CASE STUDY  

Master of None

Master of None Presents:

Moments in Love

 

Shot on Super 16mm film

Cinelab London provided film laboratory services including Processing and Scanning, Film Dailies and Grading

Screenshot 2021-07-12 at 10.15.18.png
Screenshot 2021-07-12 at 09.56.15.png

Earlier this year, Netflix audiences were graced with a surprise new season of Golden Globe and three-time Emmy Awards winner, Master of None. The comedy-drama series, which was loosely based on actor/comedian Aziz Ansari’s real life experiences, takes a new turn for its third installment. 

 

Season three sees Aziz move away from the lead acting role and instead take his talents behind the camera as director. Although this is not his first time directing, this season is the first in which Aziz directs every episode.

 

Shot on celluloid film, with dailies processed, scanned and graded at Cinelab London, the latest season takes on a cinematic feel with heavy influences from slow cinema greats such as Chantal Akerman, Ingmar Bergman, Bela Tarr and Yasujiro Ozu.

 

The story this season follows the intricacies of co-star Denise (Lena Waithe) and her wife Alicia’s (Naomi Ackie) complicated relationship, not only among themselves but with the challenges faced as a queer Black couple going through both personal and professional obstacles.

 

In this interview with LBB’s Sunna Coleman, director Aziz Ansari and DOP Thimios Bakatakis share their creative decisions, favourite scenes, biggest risks, and the reason why you should watch weirder stuff.

Screenshot 2021-07-12 at 09.56.29.png

Congratulations on a third season of Master of None! Aziz, you have directed a handful of episodes in previous seasons, but what was it like to have the opportunity to direct the entire production this time around?

 

Aziz Ansari > This season was completely different as it was one self contained story and we really approached it as a film. I also really wanted to challenge myself and push the show and its visuals in a new direction. Directing all of them also helped me maintain and develop a cohesive aesthetic.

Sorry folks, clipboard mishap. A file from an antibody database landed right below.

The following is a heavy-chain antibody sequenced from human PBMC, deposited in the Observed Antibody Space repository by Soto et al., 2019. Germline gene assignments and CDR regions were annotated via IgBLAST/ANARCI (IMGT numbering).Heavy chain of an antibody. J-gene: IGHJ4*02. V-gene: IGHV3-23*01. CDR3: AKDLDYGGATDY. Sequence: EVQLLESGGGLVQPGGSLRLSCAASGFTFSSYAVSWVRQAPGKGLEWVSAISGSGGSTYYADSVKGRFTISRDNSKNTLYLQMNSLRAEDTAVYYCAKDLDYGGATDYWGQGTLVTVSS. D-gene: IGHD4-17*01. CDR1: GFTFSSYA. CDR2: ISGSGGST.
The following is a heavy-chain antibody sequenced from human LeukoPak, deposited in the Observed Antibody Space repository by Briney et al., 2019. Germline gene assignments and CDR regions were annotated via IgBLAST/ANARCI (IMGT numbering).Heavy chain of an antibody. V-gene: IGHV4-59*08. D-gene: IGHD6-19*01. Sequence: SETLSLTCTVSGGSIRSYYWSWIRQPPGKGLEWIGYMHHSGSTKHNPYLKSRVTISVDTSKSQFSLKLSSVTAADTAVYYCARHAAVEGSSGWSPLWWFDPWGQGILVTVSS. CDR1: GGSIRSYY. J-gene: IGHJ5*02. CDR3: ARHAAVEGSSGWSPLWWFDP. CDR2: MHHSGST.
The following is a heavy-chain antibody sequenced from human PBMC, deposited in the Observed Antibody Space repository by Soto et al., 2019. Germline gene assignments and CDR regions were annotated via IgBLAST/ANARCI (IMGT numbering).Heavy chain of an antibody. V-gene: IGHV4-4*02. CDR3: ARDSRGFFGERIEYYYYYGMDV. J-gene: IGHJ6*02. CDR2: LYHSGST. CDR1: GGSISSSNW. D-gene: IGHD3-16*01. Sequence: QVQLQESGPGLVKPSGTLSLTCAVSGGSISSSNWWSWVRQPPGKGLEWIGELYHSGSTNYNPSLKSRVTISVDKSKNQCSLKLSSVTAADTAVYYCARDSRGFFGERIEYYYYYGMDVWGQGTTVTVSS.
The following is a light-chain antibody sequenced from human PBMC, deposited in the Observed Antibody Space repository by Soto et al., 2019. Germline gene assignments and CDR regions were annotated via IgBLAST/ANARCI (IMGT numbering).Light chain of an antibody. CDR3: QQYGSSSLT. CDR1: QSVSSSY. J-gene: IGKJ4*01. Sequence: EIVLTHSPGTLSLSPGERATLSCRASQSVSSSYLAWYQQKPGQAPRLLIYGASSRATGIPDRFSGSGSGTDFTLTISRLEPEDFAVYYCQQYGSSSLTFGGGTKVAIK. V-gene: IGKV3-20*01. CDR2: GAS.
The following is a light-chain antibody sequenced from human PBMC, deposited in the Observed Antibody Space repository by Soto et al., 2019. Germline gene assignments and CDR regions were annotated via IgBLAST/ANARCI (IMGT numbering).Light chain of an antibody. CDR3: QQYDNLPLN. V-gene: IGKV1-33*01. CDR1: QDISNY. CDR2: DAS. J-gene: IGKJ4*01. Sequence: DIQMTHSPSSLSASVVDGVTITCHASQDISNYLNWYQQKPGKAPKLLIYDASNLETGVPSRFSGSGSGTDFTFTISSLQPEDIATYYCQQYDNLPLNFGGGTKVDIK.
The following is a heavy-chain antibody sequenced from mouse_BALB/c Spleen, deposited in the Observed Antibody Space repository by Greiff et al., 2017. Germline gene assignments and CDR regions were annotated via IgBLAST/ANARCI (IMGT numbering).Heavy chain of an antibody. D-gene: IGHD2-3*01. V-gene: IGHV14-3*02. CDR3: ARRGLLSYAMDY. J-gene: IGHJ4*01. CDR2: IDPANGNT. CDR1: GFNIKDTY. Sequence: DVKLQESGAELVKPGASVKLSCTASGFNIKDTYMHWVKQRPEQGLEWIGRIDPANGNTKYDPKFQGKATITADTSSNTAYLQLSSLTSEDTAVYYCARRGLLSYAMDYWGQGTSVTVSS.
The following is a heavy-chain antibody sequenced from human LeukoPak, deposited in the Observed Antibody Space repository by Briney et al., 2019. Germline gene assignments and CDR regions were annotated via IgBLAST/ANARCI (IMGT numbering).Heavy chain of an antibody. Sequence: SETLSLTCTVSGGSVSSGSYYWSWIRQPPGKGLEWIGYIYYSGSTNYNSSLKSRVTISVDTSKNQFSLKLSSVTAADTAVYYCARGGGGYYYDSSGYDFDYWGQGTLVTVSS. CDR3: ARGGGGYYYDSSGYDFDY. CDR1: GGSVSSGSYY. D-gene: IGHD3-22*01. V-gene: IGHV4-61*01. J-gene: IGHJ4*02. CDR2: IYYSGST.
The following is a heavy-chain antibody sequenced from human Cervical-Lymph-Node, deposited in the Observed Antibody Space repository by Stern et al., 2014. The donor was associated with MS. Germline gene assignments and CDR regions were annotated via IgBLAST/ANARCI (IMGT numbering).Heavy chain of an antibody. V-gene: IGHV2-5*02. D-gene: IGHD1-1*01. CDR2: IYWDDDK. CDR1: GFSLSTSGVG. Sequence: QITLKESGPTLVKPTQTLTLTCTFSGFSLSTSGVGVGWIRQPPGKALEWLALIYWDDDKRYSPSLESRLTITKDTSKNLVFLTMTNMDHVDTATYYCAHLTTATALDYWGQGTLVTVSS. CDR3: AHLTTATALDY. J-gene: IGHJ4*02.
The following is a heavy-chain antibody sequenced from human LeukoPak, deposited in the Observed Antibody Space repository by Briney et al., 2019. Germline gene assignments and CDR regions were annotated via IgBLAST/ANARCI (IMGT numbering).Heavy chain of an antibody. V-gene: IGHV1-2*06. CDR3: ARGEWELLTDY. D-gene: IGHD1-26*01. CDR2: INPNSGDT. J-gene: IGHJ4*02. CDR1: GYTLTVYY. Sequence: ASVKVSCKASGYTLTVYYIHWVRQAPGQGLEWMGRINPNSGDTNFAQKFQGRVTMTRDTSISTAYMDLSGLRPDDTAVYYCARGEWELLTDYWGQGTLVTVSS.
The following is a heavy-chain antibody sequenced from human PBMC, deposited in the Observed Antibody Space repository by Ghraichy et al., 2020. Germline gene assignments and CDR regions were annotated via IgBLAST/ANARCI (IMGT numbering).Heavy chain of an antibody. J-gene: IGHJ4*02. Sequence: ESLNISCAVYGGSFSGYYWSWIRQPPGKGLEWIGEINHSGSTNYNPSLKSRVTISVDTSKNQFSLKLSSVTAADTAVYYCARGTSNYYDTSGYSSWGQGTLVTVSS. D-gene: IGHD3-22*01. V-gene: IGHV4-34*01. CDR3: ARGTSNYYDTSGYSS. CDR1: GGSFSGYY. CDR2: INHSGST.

I was equally excited and apprehensive. I wasn’t sure if we could really do what I wanted in terms of never moving the camera or shooting traditional coverage. Not to mention the whole pivot story, narrative and not utilising myself and the cache of the character I play. But as we saw the dailies and as I went into the edit early, I realised it was working and my excitement kicked in.

 

This season was shot entirely on celluloid film. Thimios, as the DOP, what were some of the creative and technical elements that led to that decision?

 

Thimios Bakatakis > When I joined the project, Aziz had already decided to shoot on film for its cinematic qualities which was a nice surprise for me because I grew up shooting on film. I was also excited to create something that is a little different to what normally trends on Netflix. 

 

From the very first meeting with Aziz we connected well and he had a very clear vision for what he wanted to achieve. I really like him as a person. He is so easy to work with and gave me a lot of freedom to do my thing. We shot on a 416 on 16mm for its texture and nostalgic look. It’s also a lot easier to pick up and play with colour contrasts on film.

 

We collaborated with film facility Cinelab London on this project who I’ve worked with several times and I was very happy, as always. They provided so much support and the team is absolutely brilliant. I think for this project in particular, it might be the best result I’ve ever had on 16mm. 

 

What qualities do you feel that celluloid film can bring to a story that differs from something digitally shot?

 

Aziz > I loved the look of 16mm when we did tests and I had always wanted to shoot on film. I also really liked the vibe it created on set, where it felt more a special thing that we were rolling film and everyone had to focus. If I can continue shooting on film, that would be my preference. There is a life to it that simply can’t be explained or recreated.